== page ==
How Ripple’s stand in XRP lawsuit could bring SEC down

Rick Steves

“Incredibly, though, the FTCA prohibits lawsuits against federal agencies like the SEC for intentional wrongdoing, such as defamation, abuse of process or malicious prosecution — a common-law intentional tort designed to discourage meritless lawsuits.”

The SEC v. Ripple has infuriated XRP holders, who felt the regulator has betrayed its mission of protecting consumers by filing a complaint against Ripple Labs for an alleged unregistered sale of securities, which led to the delisting of XRP in the United States and general uncertainty toward the digital asset.

Ripple Labs, one of the world’s prominent blockchain companies has also expressed anger against the SEC’s enigmatic behavior when regulatory clarity should be expected from the financial watchdog that wants to take the lead in the oversight of the new asset class.

There’s broad sympathy toward Ripple, which saw the SEC doing nothing for seven years while XRP was distributed and then traded in the secondary markets with great popularity. It is public knowledge that Ripple executives tried their best to understand the regulators’ position toward XRP, but to no avail.

Now, one year and a half later, the tables have turned. The SEC is desperate to keep its internal documents away from Ripple and the public and evidence of conflict of interest has emerged.

Public opinion is increasingly siding with Ripple as this is no longer a typical civil lawsuit. It is about “unfettered abuse of enforcement power by federal administrative agencies”, said Frank Francone, a policy fellow at the Centennial Institute and a California attorney, who explained that under current federal law, even if Ripple wins, it has no remedy for the SEC’s abuse due to a gap in the law that needs to be fixed.

FTCA stands in the way of justice

The op-ed, published on Law360, added that the SEC’s move – broad claim coupled with aggressive discovery motions – strongly suggests the SEC expected Ripple to fold quickly and beg for a settlement and that its legal arguments would never really be tested in court.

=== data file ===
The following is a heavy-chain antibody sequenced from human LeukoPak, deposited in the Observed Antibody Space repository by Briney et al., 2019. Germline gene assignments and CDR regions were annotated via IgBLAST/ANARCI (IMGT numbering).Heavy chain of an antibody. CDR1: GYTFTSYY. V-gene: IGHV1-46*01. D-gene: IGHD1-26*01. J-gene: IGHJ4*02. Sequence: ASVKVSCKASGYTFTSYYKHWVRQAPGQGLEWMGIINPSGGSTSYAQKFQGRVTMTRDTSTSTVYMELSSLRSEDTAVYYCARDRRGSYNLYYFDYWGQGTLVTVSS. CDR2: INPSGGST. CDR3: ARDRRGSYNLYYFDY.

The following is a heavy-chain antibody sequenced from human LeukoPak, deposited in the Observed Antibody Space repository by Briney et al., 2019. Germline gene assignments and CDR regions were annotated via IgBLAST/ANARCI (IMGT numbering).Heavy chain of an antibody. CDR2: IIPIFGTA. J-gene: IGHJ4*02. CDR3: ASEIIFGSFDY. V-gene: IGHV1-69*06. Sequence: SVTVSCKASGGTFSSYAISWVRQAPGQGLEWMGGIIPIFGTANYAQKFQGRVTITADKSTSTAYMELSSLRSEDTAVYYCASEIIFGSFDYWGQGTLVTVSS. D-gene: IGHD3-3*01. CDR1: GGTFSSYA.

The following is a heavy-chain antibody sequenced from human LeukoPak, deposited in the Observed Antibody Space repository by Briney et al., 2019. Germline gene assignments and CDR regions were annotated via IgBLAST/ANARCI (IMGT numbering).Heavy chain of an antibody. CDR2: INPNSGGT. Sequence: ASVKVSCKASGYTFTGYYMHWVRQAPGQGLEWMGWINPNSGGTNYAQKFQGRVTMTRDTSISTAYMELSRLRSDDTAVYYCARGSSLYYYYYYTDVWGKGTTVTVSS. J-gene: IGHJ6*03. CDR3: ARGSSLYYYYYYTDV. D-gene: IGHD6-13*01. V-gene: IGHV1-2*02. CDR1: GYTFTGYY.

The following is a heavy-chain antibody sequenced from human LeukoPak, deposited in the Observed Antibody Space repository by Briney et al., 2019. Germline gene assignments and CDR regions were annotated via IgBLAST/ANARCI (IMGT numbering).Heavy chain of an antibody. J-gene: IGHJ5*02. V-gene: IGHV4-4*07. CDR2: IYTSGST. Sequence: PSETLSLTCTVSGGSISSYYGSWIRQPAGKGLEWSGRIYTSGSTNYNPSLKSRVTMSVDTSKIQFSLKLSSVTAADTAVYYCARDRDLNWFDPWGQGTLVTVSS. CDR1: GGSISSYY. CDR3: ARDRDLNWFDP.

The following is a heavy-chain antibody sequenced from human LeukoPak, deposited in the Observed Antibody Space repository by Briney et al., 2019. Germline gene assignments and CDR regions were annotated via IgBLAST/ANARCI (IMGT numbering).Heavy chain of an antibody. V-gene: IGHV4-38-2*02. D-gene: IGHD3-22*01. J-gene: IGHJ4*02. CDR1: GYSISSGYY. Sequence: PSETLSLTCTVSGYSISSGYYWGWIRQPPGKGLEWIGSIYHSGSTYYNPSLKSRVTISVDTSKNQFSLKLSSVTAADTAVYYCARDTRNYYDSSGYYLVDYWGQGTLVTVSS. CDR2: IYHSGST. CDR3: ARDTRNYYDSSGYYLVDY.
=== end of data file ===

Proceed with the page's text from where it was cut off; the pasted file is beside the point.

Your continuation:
“They guessed wrong. Ripple is fighting back vigorously, and if the SEC’s sweeping arguments prevail, they could destroy trillions of dollars of stored wealth across multiple cryptocurrencies that face the same fate as XRP”.

Since the SEC gave no guidance despite many queries, except for Hinman’s 2018 speech declaring Bitcoin and Ethereum as non-securities, Ripple claims that if XRP is a security, the SEC failed to provide fair notice.

The SEC’s regulation by enforcement is now at trial, with SEC Commissioner Hester Peirce repeatedly accusing the practice of being harmful.

“The SEC’s behavior in SEC v. Ripple raises serious questions about what remedy defendants and XRP holders may have against an overbearing federal agency that has abused the power granted it by Congress. Unfortunately, today, there is no remedy whatsoever, no matter how ill-founded or malicious the SEC’s actions — the doctrine of sovereign immunity and the Federal Tort Claims Act (FTCA) protect the SEC and its officers from any consequences for intentional wrongdoing”, Frank Francone continued.

“Incredibly, though, the FTCA prohibits lawsuits against federal agencies like the SEC for intentional wrongdoing, such as defamation, abuse of process or malicious prosecution — a common-law intentional tort designed to discourage meritless lawsuits.”

Frank Francone added that the questions of the commission’s own perception of the merit of its case and its motivations for bringing this enforcement action must be seriously examined. Ripple’s Garlinghouse stated in court that it is “an abuse of prosecutorial discretion” but it may well be malicious prosecution.

Because the SEC and its officials remain protected under the doctrine of sovereign immunity no matter how malicious their actions, Frank Francone called for Congress to amend the FTCA.

Calls for FTCA reform are likely to grow in number as more evidence of the SEC’s abuse of power comes out.

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